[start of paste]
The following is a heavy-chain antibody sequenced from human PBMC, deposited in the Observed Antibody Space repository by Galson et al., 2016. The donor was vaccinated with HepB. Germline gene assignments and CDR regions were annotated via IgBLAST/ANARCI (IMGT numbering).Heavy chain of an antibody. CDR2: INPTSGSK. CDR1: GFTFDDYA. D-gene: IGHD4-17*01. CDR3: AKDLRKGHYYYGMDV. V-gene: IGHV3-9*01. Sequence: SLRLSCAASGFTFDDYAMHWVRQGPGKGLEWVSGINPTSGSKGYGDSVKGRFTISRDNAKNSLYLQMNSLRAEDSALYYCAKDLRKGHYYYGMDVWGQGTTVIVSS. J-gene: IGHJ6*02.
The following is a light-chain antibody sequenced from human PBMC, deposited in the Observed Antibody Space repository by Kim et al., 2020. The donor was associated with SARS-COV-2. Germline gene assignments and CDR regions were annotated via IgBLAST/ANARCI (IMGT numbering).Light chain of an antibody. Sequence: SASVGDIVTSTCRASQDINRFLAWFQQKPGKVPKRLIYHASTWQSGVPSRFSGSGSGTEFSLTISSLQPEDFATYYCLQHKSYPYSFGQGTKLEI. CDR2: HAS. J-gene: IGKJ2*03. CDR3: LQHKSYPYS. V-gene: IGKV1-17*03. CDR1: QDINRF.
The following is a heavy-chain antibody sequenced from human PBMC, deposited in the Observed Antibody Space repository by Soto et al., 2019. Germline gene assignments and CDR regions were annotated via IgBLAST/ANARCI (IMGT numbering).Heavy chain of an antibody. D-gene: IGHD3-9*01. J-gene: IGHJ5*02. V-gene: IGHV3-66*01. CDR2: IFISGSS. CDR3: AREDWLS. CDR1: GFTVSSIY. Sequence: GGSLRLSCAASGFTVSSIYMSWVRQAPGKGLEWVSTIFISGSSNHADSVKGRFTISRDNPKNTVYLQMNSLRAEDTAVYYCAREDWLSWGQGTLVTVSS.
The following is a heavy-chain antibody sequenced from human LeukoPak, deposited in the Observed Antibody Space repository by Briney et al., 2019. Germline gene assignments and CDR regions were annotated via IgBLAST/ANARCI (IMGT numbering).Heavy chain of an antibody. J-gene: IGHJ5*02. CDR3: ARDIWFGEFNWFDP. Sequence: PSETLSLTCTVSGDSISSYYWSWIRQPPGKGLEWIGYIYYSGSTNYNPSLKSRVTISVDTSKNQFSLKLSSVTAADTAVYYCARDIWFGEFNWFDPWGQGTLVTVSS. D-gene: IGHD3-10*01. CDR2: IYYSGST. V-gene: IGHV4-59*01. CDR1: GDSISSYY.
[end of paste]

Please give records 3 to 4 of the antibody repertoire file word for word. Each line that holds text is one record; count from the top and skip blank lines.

The following is a heavy-chain antibody sequenced from human PBMC, deposited in the Observed Antibody Space repository by Soto et al., 2019. Germline gene assignments and CDR regions were annotated via IgBLAST/ANARCI (IMGT numbering).Heavy chain of an antibody. D-gene: IGHD3-9*01. J-gene: IGHJ5*02. V-gene: IGHV3-66*01. CDR2: IFISGSS. CDR3: AREDWLS. CDR1: GFTVSSIY. Sequence: GGSLRLSCAASGFTVSSIYMSWVRQAPGKGLEWVSTIFISGSSNHADSVKGRFTISRDNPKNTVYLQMNSLRAEDTAVYYCAREDWLSWGQGTLVTVSS.
The following is a heavy-chain antibody sequenced from human LeukoPak, deposited in the Observed Antibody Space repository by Briney et al., 2019. Germline gene assignments and CDR regions were annotated via IgBLAST/ANARCI (IMGT numbering).Heavy chain of an antibody. J-gene: IGHJ5*02. CDR3: ARDIWFGEFNWFDP. Sequence: PSETLSLTCTVSGDSISSYYWSWIRQPPGKGLEWIGYIYYSGSTNYNPSLKSRVTISVDTSKNQFSLKLSSVTAADTAVYYCARDIWFGEFNWFDPWGQGTLVTVSS. D-gene: IGHD3-10*01. CDR2: IYYSGST. V-gene: IGHV4-59*01. CDR1: GDSISSYY.